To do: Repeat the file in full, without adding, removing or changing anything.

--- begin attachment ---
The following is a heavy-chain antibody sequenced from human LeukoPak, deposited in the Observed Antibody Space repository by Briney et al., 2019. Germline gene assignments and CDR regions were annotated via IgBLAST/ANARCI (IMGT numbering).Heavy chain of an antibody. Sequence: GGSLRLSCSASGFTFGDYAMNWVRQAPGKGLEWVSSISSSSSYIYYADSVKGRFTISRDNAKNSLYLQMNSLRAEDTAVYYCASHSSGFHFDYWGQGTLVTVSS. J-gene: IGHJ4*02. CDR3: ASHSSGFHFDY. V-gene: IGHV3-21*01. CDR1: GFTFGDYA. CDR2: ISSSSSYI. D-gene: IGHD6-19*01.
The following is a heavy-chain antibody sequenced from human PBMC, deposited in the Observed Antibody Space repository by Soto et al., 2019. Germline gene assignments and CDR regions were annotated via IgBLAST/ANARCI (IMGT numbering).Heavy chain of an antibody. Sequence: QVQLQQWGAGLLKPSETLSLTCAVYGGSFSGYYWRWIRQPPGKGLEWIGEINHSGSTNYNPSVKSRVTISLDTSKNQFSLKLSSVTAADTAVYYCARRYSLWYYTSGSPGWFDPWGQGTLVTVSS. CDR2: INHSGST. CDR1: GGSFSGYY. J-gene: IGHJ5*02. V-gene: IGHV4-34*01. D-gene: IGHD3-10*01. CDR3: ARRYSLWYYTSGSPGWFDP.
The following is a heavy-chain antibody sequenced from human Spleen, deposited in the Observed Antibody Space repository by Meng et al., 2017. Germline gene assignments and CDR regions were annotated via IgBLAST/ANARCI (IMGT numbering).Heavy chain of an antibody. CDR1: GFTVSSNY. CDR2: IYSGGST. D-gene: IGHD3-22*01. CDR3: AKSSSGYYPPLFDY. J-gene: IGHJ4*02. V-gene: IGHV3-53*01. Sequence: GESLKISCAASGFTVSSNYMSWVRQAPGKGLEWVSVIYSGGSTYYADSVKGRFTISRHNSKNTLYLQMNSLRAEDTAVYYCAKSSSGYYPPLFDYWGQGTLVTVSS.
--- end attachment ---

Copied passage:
The following is a heavy-chain antibody sequenced from human LeukoPak, deposited in the Observed Antibody Space repository by Briney et al., 2019. Germline gene assignments and CDR regions were annotated via IgBLAST/ANARCI (IMGT numbering).Heavy chain of an antibody. Sequence: GGSLRLSCSASGFTFGDYAMNWVRQAPGKGLEWVSSISSSSSYIYYADSVKGRFTISRDNAKNSLYLQMNSLRAEDTAVYYCASHSSGFHFDYWGQGTLVTVSS. J-gene: IGHJ4*02. CDR3: ASHSSGFHFDY. V-gene: IGHV3-21*01. CDR1: GFTFGDYA. CDR2: ISSSSSYI. D-gene: IGHD6-19*01.
The following is a heavy-chain antibody sequenced from human PBMC, deposited in the Observed Antibody Space repository by Soto et al., 2019. Germline gene assignments and CDR regions were annotated via IgBLAST/ANARCI (IMGT numbering).Heavy chain of an antibody. Sequence: QVQLQQWGAGLLKPSETLSLTCAVYGGSFSGYYWRWIRQPPGKGLEWIGEINHSGSTNYNPSVKSRVTISLDTSKNQFSLKLSSVTAADTAVYYCARRYSLWYYTSGSPGWFDPWGQGTLVTVSS. CDR2: INHSGST. CDR1: GGSFSGYY. J-gene: IGHJ5*02. V-gene: IGHV4-34*01. D-gene: IGHD3-10*01. CDR3: ARRYSLWYYTSGSPGWFDP.
The following is a heavy-chain antibody sequenced from human Spleen, deposited in the Observed Antibody Space repository by Meng et al., 2017. Germline gene assignments and CDR regions were annotated via IgBLAST/ANARCI (IMGT numbering).Heavy chain of an antibody. CDR1: GFTVSSNY. CDR2: IYSGGST. D-gene: IGHD3-22*01. CDR3: AKSSSGYYPPLFDY. J-gene: IGHJ4*02. V-gene: IGHV3-53*01. Sequence: GESLKISCAASGFTVSSNYMSWVRQAPGKGLEWVSVIYSGGSTYYADSVKGRFTISRHNSKNTLYLQMNSLRAEDTAVYYCAKSSSGYYPPLFDYWGQGTLVTVSS.